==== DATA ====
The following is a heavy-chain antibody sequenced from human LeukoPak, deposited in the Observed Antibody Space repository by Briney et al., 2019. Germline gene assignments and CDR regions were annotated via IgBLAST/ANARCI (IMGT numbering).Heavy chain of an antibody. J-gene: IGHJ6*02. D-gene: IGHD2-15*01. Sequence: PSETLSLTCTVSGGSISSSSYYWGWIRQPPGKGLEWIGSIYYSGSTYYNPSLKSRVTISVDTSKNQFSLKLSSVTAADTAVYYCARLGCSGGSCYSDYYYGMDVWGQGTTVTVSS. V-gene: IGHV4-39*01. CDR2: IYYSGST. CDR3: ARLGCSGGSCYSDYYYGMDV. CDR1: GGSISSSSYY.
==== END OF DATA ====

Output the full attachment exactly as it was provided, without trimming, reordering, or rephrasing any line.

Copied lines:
The following is a heavy-chain antibody sequenced from human LeukoPak, deposited in the Observed Antibody Space repository by Briney et al., 2019. Germline gene assignments and CDR regions were annotated via IgBLAST/ANARCI (IMGT numbering).Heavy chain of an antibody. J-gene: IGHJ6*02. D-gene: IGHD2-15*01. Sequence: PSETLSLTCTVSGGSISSSSYYWGWIRQPPGKGLEWIGSIYYSGSTYYNPSLKSRVTISVDTSKNQFSLKLSSVTAADTAVYYCARLGCSGGSCYSDYYYGMDVWGQGTTVTVSS. V-gene: IGHV4-39*01. CDR2: IYYSGST. CDR3: ARLGCSGGSCYSDYYYGMDV. CDR1: GGSISSSSYY.